Perspectives on the Dakota Access Pipeline

BYU Law Professors Michalyn Steele and Brigham Daniels discussed tribal and environmental perspectives on the Dakota Access Pipeline now being built across North Dakota, contingent to lands owned by the seven tribes of the Lakota Nation. The discussion was sponsored by the Native American Law Student Association (NALSA) and was held November 11, 2016.

Professor Steele described a Native American doomsday prophecy of a black snake, coming from the North that would poison waters and bring death. Many in the Lakota Nation Sioux tribes have taken the role of “Water Protectors” in speaking for children, unborn children, plants, and animals—those who have no voices to protest the pipeline’s building. An oil spill in their lands would poison the Missouri River and bring death and homelessness to the tribe.

The construction of the pipeline began without an environmental impact statement, stated Professor Daniels, because the Army Corps of Engineers said it wasn’t warranted because of being categorized a “small handle” project rather than a “major” project. The tribes have sued and lost in the D.C. Circuit, pleading that federal law required consultation with them on major federal projects and that Native American graves and cultural resources are being destroyed. Although the pipeline doesn’t go directly over tribal lands, its route is over historic treaty lands which should still give the tribes a consulting voice. The tribes lost.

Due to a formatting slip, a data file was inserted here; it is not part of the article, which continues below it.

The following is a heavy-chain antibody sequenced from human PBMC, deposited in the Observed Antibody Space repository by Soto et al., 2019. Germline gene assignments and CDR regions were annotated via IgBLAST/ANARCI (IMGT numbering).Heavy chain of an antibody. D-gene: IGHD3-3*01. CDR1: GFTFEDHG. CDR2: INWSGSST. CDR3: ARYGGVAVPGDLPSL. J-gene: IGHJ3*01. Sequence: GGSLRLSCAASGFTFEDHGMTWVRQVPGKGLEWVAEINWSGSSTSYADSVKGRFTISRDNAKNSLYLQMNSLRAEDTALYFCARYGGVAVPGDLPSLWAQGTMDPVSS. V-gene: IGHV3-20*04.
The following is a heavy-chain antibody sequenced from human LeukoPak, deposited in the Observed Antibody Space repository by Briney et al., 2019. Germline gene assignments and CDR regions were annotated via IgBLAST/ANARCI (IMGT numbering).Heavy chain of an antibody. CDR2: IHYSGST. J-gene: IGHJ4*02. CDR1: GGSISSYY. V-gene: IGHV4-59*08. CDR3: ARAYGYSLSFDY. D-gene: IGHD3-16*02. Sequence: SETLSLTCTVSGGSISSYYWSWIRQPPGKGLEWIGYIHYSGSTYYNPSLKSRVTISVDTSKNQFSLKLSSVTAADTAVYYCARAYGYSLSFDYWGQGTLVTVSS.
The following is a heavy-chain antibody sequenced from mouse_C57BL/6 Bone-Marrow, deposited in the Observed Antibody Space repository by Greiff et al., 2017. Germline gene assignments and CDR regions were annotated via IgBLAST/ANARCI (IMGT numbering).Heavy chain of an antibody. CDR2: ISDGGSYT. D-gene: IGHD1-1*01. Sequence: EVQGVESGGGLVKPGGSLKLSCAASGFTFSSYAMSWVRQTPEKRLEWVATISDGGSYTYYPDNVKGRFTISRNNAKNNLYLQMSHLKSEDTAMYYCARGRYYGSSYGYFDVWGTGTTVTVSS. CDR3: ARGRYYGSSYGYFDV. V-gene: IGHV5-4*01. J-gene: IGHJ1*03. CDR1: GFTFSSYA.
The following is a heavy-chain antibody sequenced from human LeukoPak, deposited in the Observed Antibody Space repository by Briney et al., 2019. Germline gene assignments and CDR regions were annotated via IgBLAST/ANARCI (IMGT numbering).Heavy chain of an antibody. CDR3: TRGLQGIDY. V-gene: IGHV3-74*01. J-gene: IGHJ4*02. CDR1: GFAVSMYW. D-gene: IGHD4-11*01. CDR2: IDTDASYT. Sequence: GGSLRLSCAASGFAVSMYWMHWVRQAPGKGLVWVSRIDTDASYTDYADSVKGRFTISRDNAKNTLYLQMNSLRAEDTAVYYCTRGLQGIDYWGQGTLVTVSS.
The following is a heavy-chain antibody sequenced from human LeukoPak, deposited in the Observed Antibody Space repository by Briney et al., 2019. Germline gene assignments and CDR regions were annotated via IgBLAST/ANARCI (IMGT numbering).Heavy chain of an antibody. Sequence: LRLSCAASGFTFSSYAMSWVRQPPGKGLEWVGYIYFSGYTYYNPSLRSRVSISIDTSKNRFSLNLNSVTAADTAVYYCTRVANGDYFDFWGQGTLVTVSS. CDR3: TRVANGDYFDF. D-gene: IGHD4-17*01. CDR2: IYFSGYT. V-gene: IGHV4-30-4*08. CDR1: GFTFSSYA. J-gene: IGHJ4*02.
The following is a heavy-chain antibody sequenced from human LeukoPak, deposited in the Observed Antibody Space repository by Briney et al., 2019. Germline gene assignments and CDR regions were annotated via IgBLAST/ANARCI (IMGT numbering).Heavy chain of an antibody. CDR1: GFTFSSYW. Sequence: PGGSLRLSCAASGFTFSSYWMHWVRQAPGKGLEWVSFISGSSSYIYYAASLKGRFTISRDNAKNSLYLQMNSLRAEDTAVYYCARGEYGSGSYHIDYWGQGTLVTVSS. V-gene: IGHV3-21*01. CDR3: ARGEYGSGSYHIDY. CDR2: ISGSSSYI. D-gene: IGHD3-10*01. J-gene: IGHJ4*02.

Water Protectors have spoken to the Obama Administration, have asked that construction stop on the pipeline, have chained themselves to equipment, and met in large groups, unarmed, to pray. Construction has not halted.

North Dakota has responded with police armed with pepper spray, water hoses, and rubber bullets. Journalists trying to tell the protest story are targeted by police, being arrested or equipment confiscated. Protestors are charged with felonies, jailed, and housed in dog kennels waiting for hearings.

Professor Steele said this fight is an old one, “Tribes have historically paid the costs of economic development while the wealth has been reaped by others.” She pointed out a new trend in this fight, however. “Other tribes have been coming together in North Dakota from all over including international indigenous peoples banding with the Lakota tribes. This has never happened before. The United Nations declaration has been invoked protecting indigenous people, and the United States has been urged to comply with its obligations. Also, for the first time, tribes are wielding enough political clout to be contenders in the battle.”